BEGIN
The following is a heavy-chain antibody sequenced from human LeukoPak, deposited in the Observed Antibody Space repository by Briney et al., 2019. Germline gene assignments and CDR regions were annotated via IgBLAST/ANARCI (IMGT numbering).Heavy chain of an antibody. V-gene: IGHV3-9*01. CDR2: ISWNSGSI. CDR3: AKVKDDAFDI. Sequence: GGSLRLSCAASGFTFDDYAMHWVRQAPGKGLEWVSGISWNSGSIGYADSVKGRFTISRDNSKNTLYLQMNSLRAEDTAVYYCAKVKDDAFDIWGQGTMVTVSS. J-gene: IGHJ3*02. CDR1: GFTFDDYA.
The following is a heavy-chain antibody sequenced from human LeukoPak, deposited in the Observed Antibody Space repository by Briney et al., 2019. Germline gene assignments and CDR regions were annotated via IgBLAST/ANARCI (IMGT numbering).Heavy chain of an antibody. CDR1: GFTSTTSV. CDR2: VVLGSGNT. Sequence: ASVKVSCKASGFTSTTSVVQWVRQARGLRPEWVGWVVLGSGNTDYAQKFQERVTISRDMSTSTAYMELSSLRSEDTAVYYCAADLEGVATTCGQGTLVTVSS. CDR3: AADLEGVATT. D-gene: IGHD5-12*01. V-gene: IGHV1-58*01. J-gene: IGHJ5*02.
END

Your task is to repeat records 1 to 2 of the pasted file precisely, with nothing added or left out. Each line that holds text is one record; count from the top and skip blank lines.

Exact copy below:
The following is a heavy-chain antibody sequenced from human LeukoPak, deposited in the Observed Antibody Space repository by Briney et al., 2019. Germline gene assignments and CDR regions were annotated via IgBLAST/ANARCI (IMGT numbering).Heavy chain of an antibody. V-gene: IGHV3-9*01. CDR2: ISWNSGSI. CDR3: AKVKDDAFDI. Sequence: GGSLRLSCAASGFTFDDYAMHWVRQAPGKGLEWVSGISWNSGSIGYADSVKGRFTISRDNSKNTLYLQMNSLRAEDTAVYYCAKVKDDAFDIWGQGTMVTVSS. J-gene: IGHJ3*02. CDR1: GFTFDDYA.
The following is a heavy-chain antibody sequenced from human LeukoPak, deposited in the Observed Antibody Space repository by Briney et al., 2019. Germline gene assignments and CDR regions were annotated via IgBLAST/ANARCI (IMGT numbering).Heavy chain of an antibody. CDR1: GFTSTTSV. CDR2: VVLGSGNT. Sequence: ASVKVSCKASGFTSTTSVVQWVRQARGLRPEWVGWVVLGSGNTDYAQKFQERVTISRDMSTSTAYMELSSLRSEDTAVYYCAADLEGVATTCGQGTLVTVSS. CDR3: AADLEGVATT. D-gene: IGHD5-12*01. V-gene: IGHV1-58*01. J-gene: IGHJ5*02.